“Planning for something like this usually takes months and years, ya know, when you do an All-Star or Olympics,” said Judi Weiss, ESPN’s senior remote operations producer who has been in the bubble since July 6, save for a couple days when her father got sick. “Even with the Finals, we have a template and we’re accustomed to working in those buildings. This was a blank canvas for us. We weren’t 100 percent sure how it was all going to fit, and we got it all mapped out in a month.”

Without fans coming to take up parking spaces, the easiest thing to do was take over the parking lot. Then, it was filling in the blanks, she said, working with the facility’s preferred vendors and going through the permitting process. Within a couple weeks, the site was up and running for scrimmages and the league restarted July 30.

“Again, this isn’t a facility we work with in the scope of NBA in normal years,” Weiss said. “We work with the Staples Center and TD Garden and Madison Square Garden, ya know, American Airlines Arena — that’s where we usually go. Several of us have done Olympics, which really helped.”

Despite the novelty of it all, Shiffman said there were no disasters, though some things did require trial and error. For example, perfecting the virtual logos and graphics on the courts took some time because lighting was different in each of the three buildings hosting games. ESPN also directed and produced feeds for regional networks during the restart, which required enhance communication with each market’s team staff.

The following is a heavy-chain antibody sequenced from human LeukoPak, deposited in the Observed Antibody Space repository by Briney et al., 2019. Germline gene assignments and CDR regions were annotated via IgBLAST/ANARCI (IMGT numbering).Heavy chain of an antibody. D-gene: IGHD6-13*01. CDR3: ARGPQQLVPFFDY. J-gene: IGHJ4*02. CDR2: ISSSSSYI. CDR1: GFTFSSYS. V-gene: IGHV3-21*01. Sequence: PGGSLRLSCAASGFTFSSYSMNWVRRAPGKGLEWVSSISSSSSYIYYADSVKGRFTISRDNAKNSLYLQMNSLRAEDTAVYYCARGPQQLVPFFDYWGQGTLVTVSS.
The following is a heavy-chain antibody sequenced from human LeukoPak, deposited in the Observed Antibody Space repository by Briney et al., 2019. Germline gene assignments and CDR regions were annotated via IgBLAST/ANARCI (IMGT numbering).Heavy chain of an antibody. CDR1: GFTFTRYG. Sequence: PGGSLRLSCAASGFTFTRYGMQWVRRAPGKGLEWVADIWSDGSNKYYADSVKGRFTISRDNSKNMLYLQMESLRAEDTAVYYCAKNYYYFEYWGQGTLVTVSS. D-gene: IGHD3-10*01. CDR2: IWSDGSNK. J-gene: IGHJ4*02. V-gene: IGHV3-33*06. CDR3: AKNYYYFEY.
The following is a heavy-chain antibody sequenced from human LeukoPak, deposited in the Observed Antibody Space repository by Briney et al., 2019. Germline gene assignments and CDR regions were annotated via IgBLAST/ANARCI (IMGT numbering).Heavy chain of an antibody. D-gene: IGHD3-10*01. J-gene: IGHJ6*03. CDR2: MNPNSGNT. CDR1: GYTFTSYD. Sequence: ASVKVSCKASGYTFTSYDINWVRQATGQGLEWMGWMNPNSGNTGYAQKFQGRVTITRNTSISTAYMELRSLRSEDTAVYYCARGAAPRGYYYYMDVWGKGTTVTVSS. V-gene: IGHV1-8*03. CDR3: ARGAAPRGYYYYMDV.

The unique circumstances also expedited the implementation of innovative ideas ESPN and the NBA had discussed long before the pandemic.

“We’ve been partners for over 18 years on the project, but over the last probably three summer leagues, we’ve tested things like rail cam and court-side robotic cameras and stuff like that, and now all of a sudden we had a facility where we could actually accommodate all the things we were looking at, plus some new things,” senior coordinating producer Tim Corrigan said. “So when we were testing a rail cam, we probably had a 15-foot courtside rail cam going. Now, we have a 94-foot rail cam going up and down the sidelines.

“What our productions look like are significantly different, significantly better in my mind. We’ve been doing basketball the same way for a long time because it was the best way to do it, and I think our learnings here will change how we do it moving forward. Hopefully we can take some of these technologies with us.”